Wednesday, May 15, 2013

Review of Her Last Breath by Linda Castillo

In Her Last Breath, the fifth novel in Linda Castillo's award-winning Kate Burkholder series, Amish Deacon Paul Borntrager is returning home one rainy evening with his three young children behind Sampson, the sorrel horse he has painstakingly trained for buggy duty. Without warning, a pickup truck roars out of a blind intersection and smashes into the buggy, killing Paul, the horse, and two of his children. The truck does not stop, and precious minutes pass before the police are called.

When the dying Paul greets Painter's Mill police chief Kate Burkholder by name, she realizes with horror that this is the family of her closest childhood friend, Mattie. When Kate tore herself away from her Amish family and community as a young woman, beautiful Mattie had stayed in the Plain Life, married Paul, and bore his children.

While Holmes County has jurisdiction, Sheriff Rasmussen is quite relieved to have Kate notify Mattie of the accident. Historically, the Amish are skeptical of police and uninterested in retribution through the legal system. They believe that everything that happens comes from God, and their sometimes terrible duty is to accept, forgive, and remain faithful. After the horrible and very real slaughter at the Nickel Mines Amish School, families of the victims visited and comforted the family of the shooter, publicly announced their forgiveness of the crime, and even set up a charitable fund for his wife and children.

Before driving to Mattie's place, Kate stops to pick up the Amish Bishop, with whom she has a long and stormy history. When he answers her late night knock with an urgent "What is wrong?" Kate can only burst into tears. Her professional composure recovered, she drives the bishop to Mattie's, then when Mattie's shock and grief are under control, takes both of them to the hospital, where David, Mattie's only surviving child, is already in surgery.

It was a curious accident scene. There were no skid marks from braking, and no debris from the vehicle except for a side-view mirror and part of a heavy-duty cotter pin. The vehicle must have blown through a stop sign at 80 miles an hour to have scattered the bodies and buggy debris so far. There was an impression of a large bolt in the wooden side of the buggy's door. After painstaking reconstruction, the police finally conclude that it had not been an accident, but deliberate murder. Was it a hate crime, or something personal?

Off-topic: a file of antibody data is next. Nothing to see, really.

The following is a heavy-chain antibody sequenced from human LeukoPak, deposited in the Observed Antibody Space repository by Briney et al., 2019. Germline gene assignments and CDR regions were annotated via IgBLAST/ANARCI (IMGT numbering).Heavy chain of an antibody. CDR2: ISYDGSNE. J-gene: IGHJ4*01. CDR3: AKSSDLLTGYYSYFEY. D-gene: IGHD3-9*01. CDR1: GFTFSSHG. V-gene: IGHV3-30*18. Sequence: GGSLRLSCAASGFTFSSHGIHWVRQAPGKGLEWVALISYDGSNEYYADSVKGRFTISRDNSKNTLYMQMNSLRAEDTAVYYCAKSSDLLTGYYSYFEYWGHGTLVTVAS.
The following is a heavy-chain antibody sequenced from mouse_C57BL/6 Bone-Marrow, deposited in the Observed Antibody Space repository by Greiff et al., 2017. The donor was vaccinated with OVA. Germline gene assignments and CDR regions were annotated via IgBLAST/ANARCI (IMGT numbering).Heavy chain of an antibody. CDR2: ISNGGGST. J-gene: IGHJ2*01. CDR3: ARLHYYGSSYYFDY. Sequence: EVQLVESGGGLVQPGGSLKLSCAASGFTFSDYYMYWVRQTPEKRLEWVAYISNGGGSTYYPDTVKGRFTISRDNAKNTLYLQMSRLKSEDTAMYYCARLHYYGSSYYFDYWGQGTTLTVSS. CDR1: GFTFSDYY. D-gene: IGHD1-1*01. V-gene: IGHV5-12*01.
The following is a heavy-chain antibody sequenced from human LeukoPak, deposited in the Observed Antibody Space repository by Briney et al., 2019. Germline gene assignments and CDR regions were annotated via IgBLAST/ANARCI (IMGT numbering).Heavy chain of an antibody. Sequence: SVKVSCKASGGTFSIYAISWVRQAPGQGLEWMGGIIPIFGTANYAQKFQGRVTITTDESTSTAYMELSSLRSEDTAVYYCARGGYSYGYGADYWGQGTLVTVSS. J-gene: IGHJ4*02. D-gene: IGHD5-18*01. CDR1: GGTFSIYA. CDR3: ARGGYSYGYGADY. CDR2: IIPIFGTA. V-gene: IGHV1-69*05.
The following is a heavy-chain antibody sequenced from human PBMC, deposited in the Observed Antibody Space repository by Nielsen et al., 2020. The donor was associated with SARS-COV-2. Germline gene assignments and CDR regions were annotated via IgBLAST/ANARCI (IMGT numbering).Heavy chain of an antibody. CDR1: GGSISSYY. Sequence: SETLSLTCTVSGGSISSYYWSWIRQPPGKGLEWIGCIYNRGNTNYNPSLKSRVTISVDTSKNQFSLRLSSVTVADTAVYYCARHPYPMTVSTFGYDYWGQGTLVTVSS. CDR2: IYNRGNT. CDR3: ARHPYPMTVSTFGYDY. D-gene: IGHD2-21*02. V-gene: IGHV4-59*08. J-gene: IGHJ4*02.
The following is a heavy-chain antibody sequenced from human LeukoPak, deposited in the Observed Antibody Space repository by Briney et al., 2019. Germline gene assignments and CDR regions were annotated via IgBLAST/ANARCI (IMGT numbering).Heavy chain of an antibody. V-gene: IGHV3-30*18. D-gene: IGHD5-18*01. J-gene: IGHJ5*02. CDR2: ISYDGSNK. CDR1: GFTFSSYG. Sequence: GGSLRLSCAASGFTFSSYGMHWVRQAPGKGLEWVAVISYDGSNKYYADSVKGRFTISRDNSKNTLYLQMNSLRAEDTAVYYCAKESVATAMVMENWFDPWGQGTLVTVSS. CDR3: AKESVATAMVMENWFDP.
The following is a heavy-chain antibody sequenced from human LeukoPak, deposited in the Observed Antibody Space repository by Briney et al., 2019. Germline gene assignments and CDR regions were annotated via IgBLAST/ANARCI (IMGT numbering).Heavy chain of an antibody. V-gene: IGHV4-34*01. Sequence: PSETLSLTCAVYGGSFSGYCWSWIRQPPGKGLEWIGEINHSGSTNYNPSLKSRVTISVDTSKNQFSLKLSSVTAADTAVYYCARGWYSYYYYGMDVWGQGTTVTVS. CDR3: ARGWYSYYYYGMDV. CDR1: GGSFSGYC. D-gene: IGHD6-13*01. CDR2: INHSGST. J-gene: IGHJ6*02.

In the meantime, a couple of boys playing in an abandoned grain elevator discovered something that could cause serious trouble for Kate and her family. Outside of her brother and sister, only her lover, Investigator John Tomasetti of the state police, knows her troubling secret.

Dr. Michael Armitage, from whose office Paul and the children were returning when they were killed, confirms that all three children had Cohen Syndrome, a genetic disorder that delays and distorts mental and physical development. It is rare, and found mostly in narrow gene pools. Mattie and Paul, both healthy themselves, must both be carriers. He also confirmed that it was usually Mattie, not Paul, who brought the children to their weekly appointments. From there, the story moves quickly to a breathtaking, if somewhat sketchy, conclusion that nearly solves all of Kate's problems forever––at the bottom of a lake!

Amish Funeral by Bill Coleman
This is the fifth in the author's Kate Burkholder series, but the first I have read. Consequently, I don't know if the body found in the old grain elevator is a surprise to followers of the series, but it added a whole new dimension, which remains unresolved, to the story. The story moved nonstop, and the histories of these two remarkable women and the secret burdens they each carry almost overshadowed the chilling murder mystery at times.

The book is written in the first person, from Kate's perspective, and in the present tense. While I often find this annoying in a novel, this one moved so fast that I quickly forgot about it. While I found the plot rather thin and improbable, the author offers a few fresh insights into this fascinating and secretive society in the setting of a truly heinous crime.

Note: I received a free review copy of Her Last Breath, which will be released by Minotaur Books on June 18, 2013. Portions of this review may appear on other sites under my user names there.

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